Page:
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While also noting as positive the progressive statement delivered in July 2013 by Pope Francis, the Committee is concerned about the Holy See’s past statements and declarations on homosexuality which contribute to the social stigmatization of and violence against lesbian, gay, bisexual, and transgender adolescents and children raised by same sex couples.
The Committee also urges the Holy See to make full use of its moral authority to condemn all forms of harassment, discrimination or violence against children based on their sexual orientation or the sexual orientation of their parents and to support efforts at international level for the decriminalisation of homosexuality.
The Committee urges the Holy See to adopt a rights-based approach to address discrimination between girls and boys and refrain from using terminology that could challenge equality between girls and boys. The Committee also urges the Holy See to take active measures to remove from Catholic schools textbooks all gender stereotyping which may limit the development of the talents and abilities of boys and girls and undermine their educational and life opportunities.
The Committee is particularly concerned that in dealing with allegations of child sexual abuse, the Holy See has consistently placed the preservation of the reputation of the Church and the protection of the perpetrators above children’s best interests, as observed by several national commissions of inquiry.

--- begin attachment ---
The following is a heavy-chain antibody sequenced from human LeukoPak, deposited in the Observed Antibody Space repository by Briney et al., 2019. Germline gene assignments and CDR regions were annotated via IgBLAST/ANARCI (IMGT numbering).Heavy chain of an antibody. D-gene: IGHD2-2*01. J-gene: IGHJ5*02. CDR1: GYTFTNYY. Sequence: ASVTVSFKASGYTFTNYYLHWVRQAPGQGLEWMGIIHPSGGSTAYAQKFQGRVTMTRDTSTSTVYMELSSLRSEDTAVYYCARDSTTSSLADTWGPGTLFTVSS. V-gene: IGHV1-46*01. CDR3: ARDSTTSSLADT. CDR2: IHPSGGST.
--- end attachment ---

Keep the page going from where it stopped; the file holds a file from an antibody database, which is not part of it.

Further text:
The Committee nevertheless expresses its deepest concern about child sexual abuse committed by members of the Catholic churches who operate under the authority of the Holy See, with clerics having been involved in the sexual abuse of tens of thousands of children worldwide. The Committee is gravely concerned that the Holy See has not acknowledged the extent of the crimes committed, has not taken the necessary measures to address cases of child sexual abuse and to protect children, and has adopted policies and practices which have led to the continuation of the abuse by and the impunity of the perpetrators.
Child sexual abuse, when addressed, has been dealt with as grave delicts against the moral through confidential proceedings providing for disciplinary measures which have allowed the vast majority of abusers and almost all those who concealed child sexual abuse to escape judicial proceedings in States where abuses were committed;
Immediately remove all known and suspected child sexual abusers from assignment and refer the matter to the relevant law enforcement authorities for investigation and prosecution purposes;
Amend Canon Law in order for child sexual abuse to be considered as crimes and not as “delicts against the moral” and repeal all provisions which may impose an obligation of silence on the victims and on all those that become aware of such crimes;
The Committee welcomes the indication that the Holy See pays particular attention to promoting the dignity of women and girls. However, given the extent and the devastating impact of domestic violence on children and the fact that domestic violence often has a gender component, the Committee is seriously concerned that during the 2013 Commission on the Status of Women, the Holy See objected to a draft final text proposing that religion, custom or tradition should not serve as an excuse for States to evade their obligations to protect women and girls from violence.
The Committee recommends that the Holy See ensure that Canon Law provisions recognise the diversity of family settings and do not discriminate children based on the type of family they live in.
The Committee urges the Holy See to properly investigate all allegations of children and adolescents being separated from their families by means of psychological manipulation and ensure that those responsible for manipulating adolescents be held accountable and cease their activities.